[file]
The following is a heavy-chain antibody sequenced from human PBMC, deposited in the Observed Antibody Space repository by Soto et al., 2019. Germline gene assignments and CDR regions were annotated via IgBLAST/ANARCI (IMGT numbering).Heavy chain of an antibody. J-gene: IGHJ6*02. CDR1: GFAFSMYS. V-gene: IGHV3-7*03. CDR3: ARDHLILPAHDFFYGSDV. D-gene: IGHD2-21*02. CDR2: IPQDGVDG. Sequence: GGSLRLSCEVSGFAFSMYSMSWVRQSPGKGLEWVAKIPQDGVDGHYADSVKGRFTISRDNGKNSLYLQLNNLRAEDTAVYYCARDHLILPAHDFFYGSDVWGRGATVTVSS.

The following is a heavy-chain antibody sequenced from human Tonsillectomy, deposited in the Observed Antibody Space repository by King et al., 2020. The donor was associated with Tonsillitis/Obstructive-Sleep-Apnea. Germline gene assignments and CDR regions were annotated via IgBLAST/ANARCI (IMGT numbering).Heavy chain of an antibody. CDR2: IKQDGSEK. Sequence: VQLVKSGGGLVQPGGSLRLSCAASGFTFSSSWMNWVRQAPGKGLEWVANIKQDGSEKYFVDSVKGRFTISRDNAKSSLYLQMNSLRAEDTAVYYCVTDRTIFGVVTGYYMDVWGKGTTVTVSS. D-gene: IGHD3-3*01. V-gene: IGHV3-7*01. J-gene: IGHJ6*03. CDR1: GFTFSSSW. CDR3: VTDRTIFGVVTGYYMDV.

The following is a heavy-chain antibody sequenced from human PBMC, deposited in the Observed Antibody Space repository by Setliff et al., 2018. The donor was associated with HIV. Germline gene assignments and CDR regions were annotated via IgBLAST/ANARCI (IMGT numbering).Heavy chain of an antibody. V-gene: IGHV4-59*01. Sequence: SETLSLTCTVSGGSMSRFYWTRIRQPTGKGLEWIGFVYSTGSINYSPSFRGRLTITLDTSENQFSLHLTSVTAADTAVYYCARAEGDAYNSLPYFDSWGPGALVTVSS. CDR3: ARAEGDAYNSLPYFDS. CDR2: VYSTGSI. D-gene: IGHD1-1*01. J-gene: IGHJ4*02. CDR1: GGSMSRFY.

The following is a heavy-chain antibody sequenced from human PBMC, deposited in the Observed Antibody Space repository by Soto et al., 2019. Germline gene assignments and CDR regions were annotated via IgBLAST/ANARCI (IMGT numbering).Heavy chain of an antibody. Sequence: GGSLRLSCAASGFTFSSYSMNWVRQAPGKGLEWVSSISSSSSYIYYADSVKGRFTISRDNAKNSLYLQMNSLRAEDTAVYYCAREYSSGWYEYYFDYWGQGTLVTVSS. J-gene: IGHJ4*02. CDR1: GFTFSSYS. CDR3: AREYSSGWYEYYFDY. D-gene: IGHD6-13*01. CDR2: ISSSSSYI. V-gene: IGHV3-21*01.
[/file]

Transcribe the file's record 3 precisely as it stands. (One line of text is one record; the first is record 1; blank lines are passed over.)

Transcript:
The following is a heavy-chain antibody sequenced from human PBMC, deposited in the Observed Antibody Space repository by Setliff et al., 2018. The donor was associated with HIV. Germline gene assignments and CDR regions were annotated via IgBLAST/ANARCI (IMGT numbering).Heavy chain of an antibody. V-gene: IGHV4-59*01. Sequence: SETLSLTCTVSGGSMSRFYWTRIRQPTGKGLEWIGFVYSTGSINYSPSFRGRLTITLDTSENQFSLHLTSVTAADTAVYYCARAEGDAYNSLPYFDSWGPGALVTVSS. CDR3: ARAEGDAYNSLPYFDS. CDR2: VYSTGSI. D-gene: IGHD1-1*01. J-gene: IGHJ4*02. CDR1: GGSMSRFY.